The researchers said: “Notwithstanding the short follow-up period, these results suggest a protective effect, correlating with the presence of spike protein-specific antibodies, on subsequent infection within a 1-month period in a high risk setting.”

The featured photo was taken from: By University of Liverpool Faculty of Health & Life Sciences from Liverpool, United Kingdom – Anenurin Bevan, Minister of Health, on the first day of the National Health Service, 5 July 1948 at Park Hospital, Davyhulme, near Manchester, CC BY-SA 2.0,

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Don’t leave me alone.


Leftover victims of the SARS-CoV-2 pandemic

On May 8, 2020, the U.S. Department of Labor issued its monthly employment report, which showed that the national unemployment rate jumped to 14.7% in April, its highest level since the Great Depression of the 1930s; it said that 20.5 million people had suddenly lost their jobs due to the country’s lockdown, erasing a sustained rise of employment of the past ten years. A more detailed analysis of those that are abruptly working part-time instead of full-time and those that are not counted showed that the unemployment rate might even be higher. Moreover, the tightening of the federal, state and county budgets will inevitably furlough many more people.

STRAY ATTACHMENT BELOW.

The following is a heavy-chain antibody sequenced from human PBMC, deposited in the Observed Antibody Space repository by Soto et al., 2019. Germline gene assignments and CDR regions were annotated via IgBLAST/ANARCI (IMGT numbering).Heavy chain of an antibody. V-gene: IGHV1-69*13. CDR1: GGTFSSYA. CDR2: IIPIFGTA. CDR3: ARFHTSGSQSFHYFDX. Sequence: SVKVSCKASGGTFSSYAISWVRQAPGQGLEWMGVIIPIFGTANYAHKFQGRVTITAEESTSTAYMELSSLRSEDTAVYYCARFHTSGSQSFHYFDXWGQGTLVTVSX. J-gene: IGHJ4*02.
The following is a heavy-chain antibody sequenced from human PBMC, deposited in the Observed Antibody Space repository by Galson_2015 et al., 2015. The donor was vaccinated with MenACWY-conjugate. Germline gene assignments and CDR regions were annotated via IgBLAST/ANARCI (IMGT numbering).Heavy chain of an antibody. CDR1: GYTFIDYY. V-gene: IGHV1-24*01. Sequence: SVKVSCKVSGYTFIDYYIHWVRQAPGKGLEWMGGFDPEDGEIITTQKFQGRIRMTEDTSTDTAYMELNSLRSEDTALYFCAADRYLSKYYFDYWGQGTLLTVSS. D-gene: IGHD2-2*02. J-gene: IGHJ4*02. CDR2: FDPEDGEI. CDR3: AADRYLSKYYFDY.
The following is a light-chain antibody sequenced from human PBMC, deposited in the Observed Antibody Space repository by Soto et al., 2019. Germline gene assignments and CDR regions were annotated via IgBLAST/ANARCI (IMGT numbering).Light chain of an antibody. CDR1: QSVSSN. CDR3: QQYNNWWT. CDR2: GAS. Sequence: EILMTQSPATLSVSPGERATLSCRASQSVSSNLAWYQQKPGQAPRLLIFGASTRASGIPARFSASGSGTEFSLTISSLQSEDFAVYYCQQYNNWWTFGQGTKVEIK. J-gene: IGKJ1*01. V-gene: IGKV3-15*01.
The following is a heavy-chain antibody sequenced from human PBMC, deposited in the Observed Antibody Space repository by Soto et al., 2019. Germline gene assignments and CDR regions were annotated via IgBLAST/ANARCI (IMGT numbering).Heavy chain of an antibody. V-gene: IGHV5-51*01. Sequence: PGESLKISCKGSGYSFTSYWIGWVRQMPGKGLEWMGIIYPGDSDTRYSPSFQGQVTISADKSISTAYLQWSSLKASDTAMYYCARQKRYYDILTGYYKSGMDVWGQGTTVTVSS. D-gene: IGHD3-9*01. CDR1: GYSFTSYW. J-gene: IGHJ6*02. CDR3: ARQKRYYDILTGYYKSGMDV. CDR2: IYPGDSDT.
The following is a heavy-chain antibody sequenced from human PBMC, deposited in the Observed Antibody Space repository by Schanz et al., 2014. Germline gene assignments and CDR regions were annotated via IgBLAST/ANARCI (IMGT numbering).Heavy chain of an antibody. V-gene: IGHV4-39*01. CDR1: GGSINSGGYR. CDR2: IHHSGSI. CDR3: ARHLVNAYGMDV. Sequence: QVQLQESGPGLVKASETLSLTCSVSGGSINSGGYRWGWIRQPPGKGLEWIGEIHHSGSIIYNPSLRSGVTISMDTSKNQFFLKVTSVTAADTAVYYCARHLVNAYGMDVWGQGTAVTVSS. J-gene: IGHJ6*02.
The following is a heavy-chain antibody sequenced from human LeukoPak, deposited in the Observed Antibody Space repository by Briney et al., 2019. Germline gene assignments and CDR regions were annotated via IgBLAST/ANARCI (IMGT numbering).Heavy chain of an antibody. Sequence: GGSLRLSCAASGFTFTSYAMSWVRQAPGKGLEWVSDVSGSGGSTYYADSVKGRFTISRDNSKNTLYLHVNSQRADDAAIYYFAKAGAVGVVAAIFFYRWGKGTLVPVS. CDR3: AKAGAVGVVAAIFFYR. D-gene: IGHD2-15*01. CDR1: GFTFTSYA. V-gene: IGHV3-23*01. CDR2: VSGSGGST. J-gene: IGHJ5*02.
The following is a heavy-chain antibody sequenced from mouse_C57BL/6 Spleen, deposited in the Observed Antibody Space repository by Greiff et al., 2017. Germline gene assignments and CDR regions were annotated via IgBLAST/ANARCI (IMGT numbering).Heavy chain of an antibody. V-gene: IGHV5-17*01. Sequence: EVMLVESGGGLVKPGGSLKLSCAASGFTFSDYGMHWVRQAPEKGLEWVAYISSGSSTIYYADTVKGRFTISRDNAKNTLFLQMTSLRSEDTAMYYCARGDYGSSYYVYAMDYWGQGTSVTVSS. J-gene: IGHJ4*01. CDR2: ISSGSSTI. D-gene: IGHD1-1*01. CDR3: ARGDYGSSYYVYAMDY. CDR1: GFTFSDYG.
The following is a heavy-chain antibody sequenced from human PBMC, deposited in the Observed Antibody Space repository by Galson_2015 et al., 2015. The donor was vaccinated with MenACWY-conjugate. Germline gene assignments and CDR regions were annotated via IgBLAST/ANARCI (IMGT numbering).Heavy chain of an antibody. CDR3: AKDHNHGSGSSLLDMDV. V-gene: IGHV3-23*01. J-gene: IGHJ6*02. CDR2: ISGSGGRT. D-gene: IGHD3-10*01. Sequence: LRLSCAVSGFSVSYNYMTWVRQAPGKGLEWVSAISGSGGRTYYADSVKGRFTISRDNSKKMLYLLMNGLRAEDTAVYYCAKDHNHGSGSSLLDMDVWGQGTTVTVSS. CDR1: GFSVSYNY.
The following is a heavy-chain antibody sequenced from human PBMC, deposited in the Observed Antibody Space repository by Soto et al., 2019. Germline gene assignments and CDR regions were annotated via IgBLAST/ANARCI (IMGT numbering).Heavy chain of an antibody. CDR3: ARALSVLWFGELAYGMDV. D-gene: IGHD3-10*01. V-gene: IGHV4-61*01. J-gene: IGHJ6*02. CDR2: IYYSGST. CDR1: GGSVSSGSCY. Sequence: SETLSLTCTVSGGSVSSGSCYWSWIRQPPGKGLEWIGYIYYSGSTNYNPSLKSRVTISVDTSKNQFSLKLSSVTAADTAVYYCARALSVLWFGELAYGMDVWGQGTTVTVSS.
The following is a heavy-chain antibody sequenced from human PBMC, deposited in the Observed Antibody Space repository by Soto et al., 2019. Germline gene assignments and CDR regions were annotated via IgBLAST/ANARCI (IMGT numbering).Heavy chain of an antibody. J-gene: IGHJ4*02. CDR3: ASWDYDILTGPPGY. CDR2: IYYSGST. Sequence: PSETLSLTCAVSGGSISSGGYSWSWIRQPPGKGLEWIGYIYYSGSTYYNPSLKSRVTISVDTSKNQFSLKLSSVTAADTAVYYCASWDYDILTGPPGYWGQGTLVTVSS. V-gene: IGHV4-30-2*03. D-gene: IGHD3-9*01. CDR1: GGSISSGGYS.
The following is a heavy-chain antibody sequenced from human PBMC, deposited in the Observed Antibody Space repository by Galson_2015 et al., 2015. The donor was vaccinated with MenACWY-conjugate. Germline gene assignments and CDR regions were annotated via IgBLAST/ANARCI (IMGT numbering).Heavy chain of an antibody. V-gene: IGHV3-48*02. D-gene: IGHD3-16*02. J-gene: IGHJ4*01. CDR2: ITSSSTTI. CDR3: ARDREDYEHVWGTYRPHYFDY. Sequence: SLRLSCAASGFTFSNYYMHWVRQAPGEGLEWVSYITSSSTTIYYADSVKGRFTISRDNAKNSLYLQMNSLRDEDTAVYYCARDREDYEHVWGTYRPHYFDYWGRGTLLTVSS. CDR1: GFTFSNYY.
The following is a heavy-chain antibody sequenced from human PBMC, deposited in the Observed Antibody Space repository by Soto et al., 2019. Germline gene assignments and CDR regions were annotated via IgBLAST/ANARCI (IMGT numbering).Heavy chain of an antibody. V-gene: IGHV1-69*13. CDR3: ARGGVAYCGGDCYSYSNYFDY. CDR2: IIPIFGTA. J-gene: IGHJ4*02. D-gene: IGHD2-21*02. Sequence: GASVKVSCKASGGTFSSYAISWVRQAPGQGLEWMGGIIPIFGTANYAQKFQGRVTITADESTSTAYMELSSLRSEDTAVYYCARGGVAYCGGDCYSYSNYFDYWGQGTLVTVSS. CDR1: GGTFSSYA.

In the previous recession of 2007-2009, the majority of lost jobs belonged to men, as the construction and manufacturing sectors ground to a halt; but this time the real losers are often women as thousands upon thousands of their positions as clerks, secretaries, hairdressers, health care aides, travel consultants, stewardesses, airplane and ship chandlers, restaurant servers and cashiers, dry cleaning employees, etc., evaporate. Once the lockdown is finally levied, albeit in various progressive stages according to the local public health characteristics, many of the once thriving small businesses that used to predominantly employ women will be gone. And there will be hardly any credit for entrepreneurial initiatives as the banks will be reluctant to lend.